Some states, including Illinois, have legalized recreational use of marijuana. Effective January 1, 2020, the Cannabis Regulation and Tax Act (CRTA) defines marijuana as a lawful product for state purposes. The impact on employers in Illinois is that this act broadly amends the Illinois Right to Privacy in the Workplace Act to prohibit discrimination against individuals who use lawful products off premises during nonworking and non-call hours. However, employers can discriminate (i.e. take disciplinary action) against employees if use impairs an employee’s ability to perform assigned duties.
Some other notes to consider as an employer:
- Zero tolerance policies based on test results alone likely violate CRTA because one can test positive for marijuana even when one is not impaired
- Key for employers is whether they have a good faith basis that the employee is impaired whilst working
- Marijuana is still illegal under federal law
- Reasonable accommodation is still unclear
With this new law, employers should treat marijuana like recreational alcohol with the understanding that, unlike alcohol, marijuana is still illegal under federal law. Employers cannot discriminate for off work use; however, they can take disciplinary actions if an employee is using marijuana on the job.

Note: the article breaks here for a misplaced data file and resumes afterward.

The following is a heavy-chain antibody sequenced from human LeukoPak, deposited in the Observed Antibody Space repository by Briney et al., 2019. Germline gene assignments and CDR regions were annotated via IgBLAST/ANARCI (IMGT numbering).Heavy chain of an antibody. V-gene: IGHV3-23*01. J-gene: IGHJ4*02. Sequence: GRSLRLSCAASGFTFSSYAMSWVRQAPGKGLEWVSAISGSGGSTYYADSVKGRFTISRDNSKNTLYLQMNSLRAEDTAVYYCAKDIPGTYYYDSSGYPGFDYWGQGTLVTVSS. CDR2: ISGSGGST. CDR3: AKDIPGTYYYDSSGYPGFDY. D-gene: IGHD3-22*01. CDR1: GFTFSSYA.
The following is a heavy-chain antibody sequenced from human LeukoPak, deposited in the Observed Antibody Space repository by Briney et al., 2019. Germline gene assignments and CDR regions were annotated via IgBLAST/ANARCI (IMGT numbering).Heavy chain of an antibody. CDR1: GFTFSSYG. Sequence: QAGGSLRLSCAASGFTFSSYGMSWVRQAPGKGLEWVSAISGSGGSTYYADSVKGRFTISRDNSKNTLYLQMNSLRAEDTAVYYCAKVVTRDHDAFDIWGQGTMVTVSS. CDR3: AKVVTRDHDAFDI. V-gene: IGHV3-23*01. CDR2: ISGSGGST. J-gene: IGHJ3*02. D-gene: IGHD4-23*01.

A drug test is not enough for an employer to take action, you must have additional support to back up the drug test (i.e. behavior, ability to perform job). If an employer has reasonable suspicion (see list below), they can randomly drug test. They only need one of the below to drug test. If an employer receives federal funding, the employer can have a zero-tolerance policy based on the test alone.
- Physical Dexterity
- Irrational or Unusual Behavior
- Negligence or Carelessness
- Disregard for Safety
- Disruption of a Production or Manufacturing Process
- Accident Causing Injury or Property Damage
Regarding prescription medication, reasonable accommodation is still unclear. Medical marijuana is still blurry, and it is recommended that each employer have a written policy that discusses reasonable accommodation for medical prescriptions. For example: if a medication makes an employee sleepy and the employee is found sleeping on the job the employer can ask the employee to provide a doctor’s note indicating the medication the employee takes is the only medication they can take for their condition (most times the doctor will prescribe another medication).